And again it says, 'In the day when God shall judge the secrets of men, . . . who will render to every man according to his works: to them who by patient continuance in well-doing seek for glory and honour and immortality, eternal life: but unto them that are contentious, and obey not the truth, but obey unrighteousness, there shall be wrath and indignation, tribulation and anguish, upon every soul of man that worketh evil, of the Jew first, and also of the Greek;19 . . . for there is no difference.'20
[PLATO] 21 'TAKE care, however, that these things come not to the knowledge of uneducated men: for there are, I think, hardly any tales more ridiculous than these to the multitude, nor on the other hand any more admirable and inspiring to the well disposed. But though often repeated and constantly heard even for many years, they, like gold, hardly become thoroughly purified with much careful treatment.'
Among us also the Word of salvation says:
'Give not that which is holy to the dogs, neither cast ye your pearls before swine.' 22 And again, 'For the natural man receiveth not the things of the Spirit of God: for they are foolishness unto him.'23
[PLATO] 24 'AND indeed (I call it folly) also in the individual, when good reasons that are present in his soul produce no good effect, but what is quite contrary to them. All these I should class as the worst kinds of ignorance both in a state and in each individual citizen, and not the ignorance of the craftsmen, if you understand, Strangers, what I mean.
'Yes, we understand, friend, and admit what you say.
'Let this then be thus laid down as agreed on and stated, that nothing connected with government must be entrusted to those citizens who are ignorant of these things, and they must be reproached for ignorance, even though they may be very clever in argument and thoroughly trained in all accomplishments, and all that naturally tends to quickness of understanding: while those who are of the opposite character to them must be called wise, even though, according to the proverb, they know neither how to read nor how to swim; and offices of authority must be given to them as sensible men.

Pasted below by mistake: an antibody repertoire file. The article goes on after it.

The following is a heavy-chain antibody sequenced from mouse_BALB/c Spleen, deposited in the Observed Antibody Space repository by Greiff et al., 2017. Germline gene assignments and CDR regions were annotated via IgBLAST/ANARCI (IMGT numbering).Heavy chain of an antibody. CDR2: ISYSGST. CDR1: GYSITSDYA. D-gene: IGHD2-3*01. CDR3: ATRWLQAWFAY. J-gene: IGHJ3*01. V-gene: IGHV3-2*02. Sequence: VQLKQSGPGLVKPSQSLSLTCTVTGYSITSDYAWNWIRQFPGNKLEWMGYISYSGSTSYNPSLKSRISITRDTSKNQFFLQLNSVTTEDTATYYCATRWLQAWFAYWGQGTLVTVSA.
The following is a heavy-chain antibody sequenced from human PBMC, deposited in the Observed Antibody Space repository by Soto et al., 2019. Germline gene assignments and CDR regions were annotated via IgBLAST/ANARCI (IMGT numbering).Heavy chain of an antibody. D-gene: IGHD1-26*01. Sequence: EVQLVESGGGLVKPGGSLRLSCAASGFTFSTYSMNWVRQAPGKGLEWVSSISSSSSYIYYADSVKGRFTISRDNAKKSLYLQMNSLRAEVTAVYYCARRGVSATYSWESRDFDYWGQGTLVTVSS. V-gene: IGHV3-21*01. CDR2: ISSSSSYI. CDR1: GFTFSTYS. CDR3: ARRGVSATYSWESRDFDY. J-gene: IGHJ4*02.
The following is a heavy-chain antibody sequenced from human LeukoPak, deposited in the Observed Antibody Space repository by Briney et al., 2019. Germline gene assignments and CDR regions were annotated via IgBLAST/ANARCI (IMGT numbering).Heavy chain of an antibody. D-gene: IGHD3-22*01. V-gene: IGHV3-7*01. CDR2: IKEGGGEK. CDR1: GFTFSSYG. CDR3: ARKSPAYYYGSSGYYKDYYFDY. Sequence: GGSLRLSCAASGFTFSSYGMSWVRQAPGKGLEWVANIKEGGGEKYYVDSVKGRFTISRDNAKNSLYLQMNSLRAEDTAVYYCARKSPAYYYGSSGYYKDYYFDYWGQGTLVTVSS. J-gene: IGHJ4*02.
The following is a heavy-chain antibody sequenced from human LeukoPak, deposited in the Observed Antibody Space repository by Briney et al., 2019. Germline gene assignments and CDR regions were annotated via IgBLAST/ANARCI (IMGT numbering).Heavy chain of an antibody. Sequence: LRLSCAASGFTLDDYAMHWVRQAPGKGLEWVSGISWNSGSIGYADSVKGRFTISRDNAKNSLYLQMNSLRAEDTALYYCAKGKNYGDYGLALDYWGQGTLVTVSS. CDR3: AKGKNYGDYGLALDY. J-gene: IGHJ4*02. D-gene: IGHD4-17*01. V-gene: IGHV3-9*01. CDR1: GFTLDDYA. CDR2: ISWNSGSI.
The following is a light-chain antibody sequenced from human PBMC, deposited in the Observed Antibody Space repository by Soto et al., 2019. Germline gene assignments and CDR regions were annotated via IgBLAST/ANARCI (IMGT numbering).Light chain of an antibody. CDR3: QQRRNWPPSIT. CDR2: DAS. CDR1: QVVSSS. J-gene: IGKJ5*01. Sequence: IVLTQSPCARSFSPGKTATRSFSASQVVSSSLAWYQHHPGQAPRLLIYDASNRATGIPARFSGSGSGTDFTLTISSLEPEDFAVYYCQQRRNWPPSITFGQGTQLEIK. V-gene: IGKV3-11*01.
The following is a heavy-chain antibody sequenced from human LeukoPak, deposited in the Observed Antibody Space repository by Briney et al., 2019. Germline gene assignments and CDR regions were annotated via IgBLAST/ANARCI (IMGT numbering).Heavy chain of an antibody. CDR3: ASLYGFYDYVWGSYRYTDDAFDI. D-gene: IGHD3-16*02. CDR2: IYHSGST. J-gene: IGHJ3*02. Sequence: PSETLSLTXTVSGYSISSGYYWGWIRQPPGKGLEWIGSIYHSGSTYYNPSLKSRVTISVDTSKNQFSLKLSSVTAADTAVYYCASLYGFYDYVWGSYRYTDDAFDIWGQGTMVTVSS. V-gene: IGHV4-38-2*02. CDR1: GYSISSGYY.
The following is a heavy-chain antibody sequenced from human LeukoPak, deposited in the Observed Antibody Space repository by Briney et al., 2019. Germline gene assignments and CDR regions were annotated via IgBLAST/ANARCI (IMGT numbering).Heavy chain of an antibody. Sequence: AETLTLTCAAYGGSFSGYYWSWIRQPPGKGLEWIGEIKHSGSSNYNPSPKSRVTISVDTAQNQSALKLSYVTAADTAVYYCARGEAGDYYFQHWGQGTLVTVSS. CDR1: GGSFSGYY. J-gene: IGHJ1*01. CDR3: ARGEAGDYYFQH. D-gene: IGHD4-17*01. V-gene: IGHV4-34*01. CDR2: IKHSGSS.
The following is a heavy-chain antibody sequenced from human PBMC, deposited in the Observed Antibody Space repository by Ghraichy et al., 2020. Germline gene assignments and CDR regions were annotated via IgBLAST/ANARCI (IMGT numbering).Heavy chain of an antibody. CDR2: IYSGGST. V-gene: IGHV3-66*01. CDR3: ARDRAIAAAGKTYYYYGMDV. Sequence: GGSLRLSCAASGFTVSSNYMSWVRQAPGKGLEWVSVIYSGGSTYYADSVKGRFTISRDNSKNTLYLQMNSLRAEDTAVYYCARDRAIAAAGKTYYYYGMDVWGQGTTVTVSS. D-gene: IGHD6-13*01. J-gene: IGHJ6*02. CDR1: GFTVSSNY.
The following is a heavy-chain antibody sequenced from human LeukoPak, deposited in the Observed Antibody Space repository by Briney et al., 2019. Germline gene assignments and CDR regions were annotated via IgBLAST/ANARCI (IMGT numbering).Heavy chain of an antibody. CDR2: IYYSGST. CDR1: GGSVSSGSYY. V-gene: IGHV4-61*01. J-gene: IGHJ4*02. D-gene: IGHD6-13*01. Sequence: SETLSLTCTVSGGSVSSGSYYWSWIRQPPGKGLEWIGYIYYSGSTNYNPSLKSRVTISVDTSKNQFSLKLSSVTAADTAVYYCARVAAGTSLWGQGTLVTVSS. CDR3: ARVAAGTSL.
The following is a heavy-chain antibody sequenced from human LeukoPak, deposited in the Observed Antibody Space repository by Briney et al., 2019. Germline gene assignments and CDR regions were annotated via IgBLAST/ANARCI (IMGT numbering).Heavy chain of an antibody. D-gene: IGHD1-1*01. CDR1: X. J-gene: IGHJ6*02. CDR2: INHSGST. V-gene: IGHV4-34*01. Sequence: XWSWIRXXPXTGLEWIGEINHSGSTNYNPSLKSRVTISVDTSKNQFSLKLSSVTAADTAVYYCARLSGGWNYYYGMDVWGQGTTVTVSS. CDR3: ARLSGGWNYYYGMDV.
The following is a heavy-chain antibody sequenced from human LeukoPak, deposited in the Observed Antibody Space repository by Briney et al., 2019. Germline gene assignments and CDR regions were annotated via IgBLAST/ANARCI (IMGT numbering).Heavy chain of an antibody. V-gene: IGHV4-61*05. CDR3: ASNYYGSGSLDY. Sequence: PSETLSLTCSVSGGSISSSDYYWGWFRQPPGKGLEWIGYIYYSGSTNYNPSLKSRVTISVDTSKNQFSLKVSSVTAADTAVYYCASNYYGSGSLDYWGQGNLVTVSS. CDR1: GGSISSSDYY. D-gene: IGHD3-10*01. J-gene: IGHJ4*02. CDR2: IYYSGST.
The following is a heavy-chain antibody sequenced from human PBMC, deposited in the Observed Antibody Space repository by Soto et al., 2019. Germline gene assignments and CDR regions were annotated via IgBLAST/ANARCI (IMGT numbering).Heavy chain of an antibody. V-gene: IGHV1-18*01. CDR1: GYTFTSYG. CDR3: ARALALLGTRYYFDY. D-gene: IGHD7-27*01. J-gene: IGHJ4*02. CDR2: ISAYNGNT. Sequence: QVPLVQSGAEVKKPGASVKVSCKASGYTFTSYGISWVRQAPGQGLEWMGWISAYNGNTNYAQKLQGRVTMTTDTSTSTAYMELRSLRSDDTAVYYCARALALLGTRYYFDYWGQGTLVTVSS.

'For, my friends, how can there be even the smallest kind of wisdom without harmony? It is not possible. But the finest and greatest of harmonies may most justly be called the greatest wisdom; and of this that man partakes who lives according to reason, whereas he who lacks wisdom is the ruin of his family, and by no means a saviour to the state, but on the contrary he will on every occasion be found ignorant in such affairs.'
Let this suffice for my quotation from the Laws, But in the Statesman also the same author speaks as follows on the subject of not being at all anxious about names and phrases:
'Very good, Socrates; and if you continue to guard against being anxious on account of names, you will turn out to be richer in wisdom in your old age.' 25
THE Hebrew Scripture introduces Moses at first as deprecating the leadership of the people by what he said to Him who conversed with him, 'I beseech Thee, O Lord, appoint some other that is able, whom Thou shalt send' 26: and afterwards it represents Saul as hiding himself to avoid assuming the kingdom, and the prophet Jeremiah as humbly deprecating his mission. Now hear how Plato also confirms the reasonableness of declining office, speaking as follows:
[PLATO] 27 'This then, O Thrasymachus, is now clear, that no art nor government provides for its own benefit, but as I said before, both provides and enjoins what is profitable to the governed, having regard to his advantage though he is the weaker, and not to that of the stronger.
'It was for these reasons then, my dear Thrasymachus, that I said just now that no one is ready to accept office of his own free will, and take in hand other people's troubles to set right, but all demand a recompense, because he who intends to do j ustice to his art never practises nor enjoins what is best for himself, if he follows the rules of art, but what is best for the governed. For which reasons, as it seems, there must be a payment for those who are expected to be willing to take office, either money, or honour, or a penalty if he refuse.'